Established (it has been running for a while, has grown and know it is making a difference)

Social Impact
Please tell us about the social impact of your idea or proect

Over the years we have seen the community come to the program with many supports. The non-profits, families, social workers and foster parents cannot do everything to help the children grow up healthy and strong. What we see is the whole family benefits from one child attending this program. The older sisters come out as do the Grandmothers. We have other foster children who are in the same homes coming. And we also have sisters in other foster homes of the children participate in the program. It’s a big holistic circle of people benefiting from this program. When they are in public at a ceremonies countless people cannot believe the beauty of these Aboriginal girls. And the girls feel this and know they are valued in their ceremonial blankets, cedar headbands and drums.

Your Future Goal(s): Tell us what you hope to achieve with your idea or project in the next year

We hope to improve the outcomes of Aboriginal Girls futures by giving them long range goals and where to go for support for crit

In 5 years, what will be different as a result of your idea/project?

We are teaching them about diabetes prevention through good diets and exersise, authentic art and prevention of self- harm by building self-esteem. Each part of this teaching will have impact on their futures in some way. Knowledge of alternative healthy lifestyles are key to the success of this program. We have proven success as many of the girls who were in the program seven years ago are still active even though they are now sixteen years of age.We have also created lifelong friendships for the girls within the leadership but most importantly with each other.
This has been a ladder of light for the long term participants as they are now acting as role models for the younger newer girls.

Tell us about the people/ partnerships that are already involved and why they are important to your idea or project.

Vancouver Aboriginal Child and Family Services (VACFS) have given us free rental of space for the last six years at a cost saving of over $5000 per annum. Social workers who work at VACFS give us referrals and are in close contact with us on important issues the girls may have. Vancouver Native Health has partnered with us at their Aboriginal Intergerational Farm at UBC where the girls have learned how to clean fish, smoke salmon, pick berries, plant pumpkins and harvest them in the fall. Our main funder for the last four years has been Vancouver Coastal Health Aboriginal Health Initiatives and they have been monumental support for ongoing committed health for our girls futures.There are no programs like this for girls in foster care at this time in our area.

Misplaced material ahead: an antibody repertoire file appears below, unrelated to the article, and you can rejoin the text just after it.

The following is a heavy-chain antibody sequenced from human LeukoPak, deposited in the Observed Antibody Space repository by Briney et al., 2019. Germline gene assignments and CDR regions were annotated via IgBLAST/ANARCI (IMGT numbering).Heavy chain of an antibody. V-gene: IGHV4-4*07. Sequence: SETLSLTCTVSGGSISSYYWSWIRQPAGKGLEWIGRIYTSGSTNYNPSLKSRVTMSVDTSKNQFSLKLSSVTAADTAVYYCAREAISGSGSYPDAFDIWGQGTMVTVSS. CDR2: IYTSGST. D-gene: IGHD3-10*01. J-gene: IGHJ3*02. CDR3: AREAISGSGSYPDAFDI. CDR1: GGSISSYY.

If there are other people/partners that you will reach out to tell us who they are and why they will be important to your idea or project.

This year the International Longshoremans Union helped at our car wash in August and we raised $700 to take the girls to a entertainment park for the day. We have had many offers of volunteers to help with outings for the girls. We also have had the generous support at Christmas-time from the Christmas Bureau.

Describe the kinds of support you receive (other than money) or will need to support your idea or project (e.g.: donated, space, equipment and volunteers)

Many Elders have offered their gifts of knowledge and spirituality to the girls over the years. This defines how we want the program to be understood. We ensure the stories of our ancestors are told by Elders to the girls who may have never met their grandmothers. Many community members offer to teach Native Arts and Crafts like mocassin making, cedar bark weaving, beading and many lost arts that make our program unique. Social workers and foster parents also offer many times to give their time to the program. The Canadian Diabetes Foundation has offered gifts to the girls this Christmas. The community is proud of this program.

Do you currently have funding for your idea or project?

Yes (answer the next two questions)